This is a three-part series about how landlords can save money on their tax bill. In this final instalment we find out how to pay less tax when selling a rental property. In the previous ones we lay out the most tax-efficient ways to hold and run a property.
Getting rid of a rental property can seem like a tax minefield, with many complicated rules that can take a big bite out of your profits. Those selling a buy-to-let are charged capital gains tax on any money they have made on their property, but there are legal ways to reduce how much you pay. Here we look at the best options.
Remember to use all available reliefs
When selling a buy-to-let, owners are able to offset a number of costs against their CGT bill. These could include estate agents’ and solicitors’ fees, stamp duty when purchasing the property as well as surveying and valuation costs and money spent on home improvements such as an extension.
Someone who had made £15,000 in capital gains and spent £5,000 on a loft conversion, for example, would not have to pay any tax as that would bring the total gain to less than a person’s annual allowance (£12,300).
Move in to the property
You don’t normally have to pay capital gains when selling your main home, thanks to the rules on Private Residence Relief. Some landlords may be able to reduce their CGT bill by claiming PRR if the rental property they sell has at some point been their main residence.
Zena Hanks of Saffery Champness, the accountancy firm, said: “The period where it was occupied as such will qualify for exemption from CGT. Any gains made in the final nine months prior to the sale will also be exempt, whether you lived in the property during that time or not.”
She added that HM Revenue & Customs would quickly disqualify someone from PRR if it seemed as though they had simply moved into the property to pay less tax.
Chris Etherington of RSM, another accountant, said moving into a rental property before selling it could store up CGT issues for the eventual sale of any other home the landlord owned, so would need to be considered carefully.
Use a company structure
Holding investment properties within a limited company comes with a number of tax benefits. The first, which we have mentioned previously, is being able to deduct your mortgage interest payments from your income on your tax bill. Another perk is that, when you want to get rid of your rental properties, you pay corporation tax on the sale at a rate of 19pc, rather than CGT of up to 28pc.
It is also useful when collecting rental income. Landlords are charged corporation tax at 19pc on their earnings, rather than income tax. The rates for the latter are 20pc, 40pc and 45pc depending on your earnings.
But as previously mentioned, landlords with larger portfolios, and yearly profits in excess of £50,000, might find themselves paying the higher rate of 25pc when corporation tax rules are changed in 2023.
Unlike income earned by individuals, there is also no National Insurance to pay and if the company pays out less than £2,000 in dividends in a financial year, these payments are tax-free.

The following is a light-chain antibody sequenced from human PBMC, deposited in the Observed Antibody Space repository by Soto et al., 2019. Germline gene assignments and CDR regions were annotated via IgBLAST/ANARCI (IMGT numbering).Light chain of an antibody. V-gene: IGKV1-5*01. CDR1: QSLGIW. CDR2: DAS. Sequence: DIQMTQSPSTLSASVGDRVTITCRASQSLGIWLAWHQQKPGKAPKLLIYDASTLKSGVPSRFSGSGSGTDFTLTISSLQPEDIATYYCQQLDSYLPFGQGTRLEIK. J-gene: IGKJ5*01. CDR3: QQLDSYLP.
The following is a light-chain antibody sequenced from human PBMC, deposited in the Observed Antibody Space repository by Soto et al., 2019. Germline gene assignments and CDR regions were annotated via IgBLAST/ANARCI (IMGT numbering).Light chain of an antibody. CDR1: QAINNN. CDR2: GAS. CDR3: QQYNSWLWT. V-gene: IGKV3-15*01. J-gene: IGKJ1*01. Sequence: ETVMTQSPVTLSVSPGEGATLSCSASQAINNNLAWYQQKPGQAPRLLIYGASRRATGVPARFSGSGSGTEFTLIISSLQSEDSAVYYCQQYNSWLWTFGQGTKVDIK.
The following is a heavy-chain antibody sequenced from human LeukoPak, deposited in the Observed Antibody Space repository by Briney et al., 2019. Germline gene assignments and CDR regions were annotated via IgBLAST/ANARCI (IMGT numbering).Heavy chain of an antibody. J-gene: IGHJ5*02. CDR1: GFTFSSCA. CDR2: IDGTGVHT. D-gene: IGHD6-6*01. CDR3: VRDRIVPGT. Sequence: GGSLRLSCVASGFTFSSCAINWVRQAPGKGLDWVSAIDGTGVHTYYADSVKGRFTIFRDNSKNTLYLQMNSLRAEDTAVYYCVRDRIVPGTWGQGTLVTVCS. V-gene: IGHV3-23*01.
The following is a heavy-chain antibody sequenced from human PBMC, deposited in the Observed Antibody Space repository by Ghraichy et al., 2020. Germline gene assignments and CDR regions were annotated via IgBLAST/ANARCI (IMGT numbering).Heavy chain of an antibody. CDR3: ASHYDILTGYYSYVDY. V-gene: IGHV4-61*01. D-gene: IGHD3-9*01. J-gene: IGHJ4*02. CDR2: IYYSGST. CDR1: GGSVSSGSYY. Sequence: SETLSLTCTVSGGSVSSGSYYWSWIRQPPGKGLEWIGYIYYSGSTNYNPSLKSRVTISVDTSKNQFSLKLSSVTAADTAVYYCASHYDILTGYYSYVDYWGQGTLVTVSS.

Read the first instalment of this series to find out more about how to use the tapered stamp duty holiday to set up a limited company and give yourself a permanent tax break.
Mr Etherington said: “It’s important to note though that HMRC is likely to take a dim view of selling properties soon after incorporating.”
Make use of your partner’s tax allowance
Married couples and civil partners who are selling a rental property can utilise gifting rules and their individual capital gains tax allowances to reduce their bill. If one member of the couple has already used up their CGT allowance for the year they could gift their half of the property to their spouse, who can use their full tax-free amount.
For instance, if a husband and wife sell a property jointly for a £20,000 profit (or £10,000 each), and the wife has already used her full £12,300 tax-free allowance, she will be liable for CGT on the full £10,000. The husband’s £10,000 gain would fall below his allowance and be tax free. However if the husband owned the property outright, he would be able to use his full £12,300 allowance and pay tax on just £7,700 of the £20,000 gain.
Ms Hanks said: “Make sure there is a legitimate reason you could give to HMRC for transferring the property, for example, that one spouse is mostly running the buy-to-let or put in a large amount of capital for the purpose. Otherwise you could be challenged.”
Partners who are married or in a civil partnership can pass property between them without incurring stamp duty, unless the house has a loan attached to it. As mentioned previously, buy-to-let owners who are still repaying their mortgage can make use of the extended tapered stamp duty holiday to transfer their property to their spouse while paying less in tax.
Use a more tax-efficient way of investing in property
If government crackdowns have made it unprofitable to continue your buy-to-let business, there are other ways to get returns from the property market which are much more tax efficient.
One option is to put some of the profits from the sale into a real estate investment trust, which specialises in investing in property. This would give you access to potential gains in the market without the hassle of managing tenants and filling in tax returns.
Shares in investment trusts can be held within an Isa, meaning any returns you make are free of tax. Real estate investment trusts (Reits) typically focus on commercial properties, such as offices and shops, rather than homes. Some have struggled during the coronavirus pandemic and lost money, so investors should be cautious.